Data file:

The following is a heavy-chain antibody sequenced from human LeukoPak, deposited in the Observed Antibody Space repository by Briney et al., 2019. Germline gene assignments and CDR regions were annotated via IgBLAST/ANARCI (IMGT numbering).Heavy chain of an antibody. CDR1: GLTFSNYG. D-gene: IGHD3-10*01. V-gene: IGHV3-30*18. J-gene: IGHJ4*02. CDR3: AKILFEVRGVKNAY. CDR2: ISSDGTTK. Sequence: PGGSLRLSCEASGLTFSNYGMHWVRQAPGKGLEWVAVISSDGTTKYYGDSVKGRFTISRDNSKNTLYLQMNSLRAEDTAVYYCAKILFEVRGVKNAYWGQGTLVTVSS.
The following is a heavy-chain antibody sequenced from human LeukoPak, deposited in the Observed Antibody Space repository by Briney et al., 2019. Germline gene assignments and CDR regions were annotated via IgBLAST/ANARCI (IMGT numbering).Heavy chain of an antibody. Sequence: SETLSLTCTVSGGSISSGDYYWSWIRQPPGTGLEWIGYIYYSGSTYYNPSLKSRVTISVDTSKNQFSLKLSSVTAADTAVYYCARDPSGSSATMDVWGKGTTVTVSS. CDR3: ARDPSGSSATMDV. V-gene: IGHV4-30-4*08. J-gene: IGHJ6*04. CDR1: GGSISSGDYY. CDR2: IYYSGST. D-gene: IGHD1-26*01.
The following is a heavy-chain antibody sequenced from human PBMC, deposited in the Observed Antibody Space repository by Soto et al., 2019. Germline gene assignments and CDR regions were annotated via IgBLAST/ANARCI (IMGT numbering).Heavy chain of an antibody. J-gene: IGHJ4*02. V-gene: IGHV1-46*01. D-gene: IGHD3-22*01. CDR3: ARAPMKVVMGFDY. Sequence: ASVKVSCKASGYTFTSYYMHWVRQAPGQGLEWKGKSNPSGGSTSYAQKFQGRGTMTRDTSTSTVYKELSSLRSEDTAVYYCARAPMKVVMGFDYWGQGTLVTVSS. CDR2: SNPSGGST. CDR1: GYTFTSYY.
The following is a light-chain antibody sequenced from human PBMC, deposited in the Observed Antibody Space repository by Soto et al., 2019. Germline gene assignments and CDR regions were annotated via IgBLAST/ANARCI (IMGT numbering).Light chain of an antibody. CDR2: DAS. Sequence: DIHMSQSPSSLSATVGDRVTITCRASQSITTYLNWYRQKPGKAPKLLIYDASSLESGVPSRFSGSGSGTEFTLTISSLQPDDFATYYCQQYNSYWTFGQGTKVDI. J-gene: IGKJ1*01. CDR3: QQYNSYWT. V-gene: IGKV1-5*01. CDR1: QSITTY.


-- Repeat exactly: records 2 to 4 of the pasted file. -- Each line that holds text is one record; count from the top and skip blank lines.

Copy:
The following is a heavy-chain antibody sequenced from human LeukoPak, deposited in the Observed Antibody Space repository by Briney et al., 2019. Germline gene assignments and CDR regions were annotated via IgBLAST/ANARCI (IMGT numbering).Heavy chain of an antibody. Sequence: SETLSLTCTVSGGSISSGDYYWSWIRQPPGTGLEWIGYIYYSGSTYYNPSLKSRVTISVDTSKNQFSLKLSSVTAADTAVYYCARDPSGSSATMDVWGKGTTVTVSS. CDR3: ARDPSGSSATMDV. V-gene: IGHV4-30-4*08. J-gene: IGHJ6*04. CDR1: GGSISSGDYY. CDR2: IYYSGST. D-gene: IGHD1-26*01.
The following is a heavy-chain antibody sequenced from human PBMC, deposited in the Observed Antibody Space repository by Soto et al., 2019. Germline gene assignments and CDR regions were annotated via IgBLAST/ANARCI (IMGT numbering).Heavy chain of an antibody. J-gene: IGHJ4*02. V-gene: IGHV1-46*01. D-gene: IGHD3-22*01. CDR3: ARAPMKVVMGFDY. Sequence: ASVKVSCKASGYTFTSYYMHWVRQAPGQGLEWKGKSNPSGGSTSYAQKFQGRGTMTRDTSTSTVYKELSSLRSEDTAVYYCARAPMKVVMGFDYWGQGTLVTVSS. CDR2: SNPSGGST. CDR1: GYTFTSYY.
The following is a light-chain antibody sequenced from human PBMC, deposited in the Observed Antibody Space repository by Soto et al., 2019. Germline gene assignments and CDR regions were annotated via IgBLAST/ANARCI (IMGT numbering).Light chain of an antibody. CDR2: DAS. Sequence: DIHMSQSPSSLSATVGDRVTITCRASQSITTYLNWYRQKPGKAPKLLIYDASSLESGVPSRFSGSGSGTEFTLTISSLQPDDFATYYCQQYNSYWTFGQGTKVDI. J-gene: IGKJ1*01. CDR3: QQYNSYWT. V-gene: IGKV1-5*01. CDR1: QSITTY.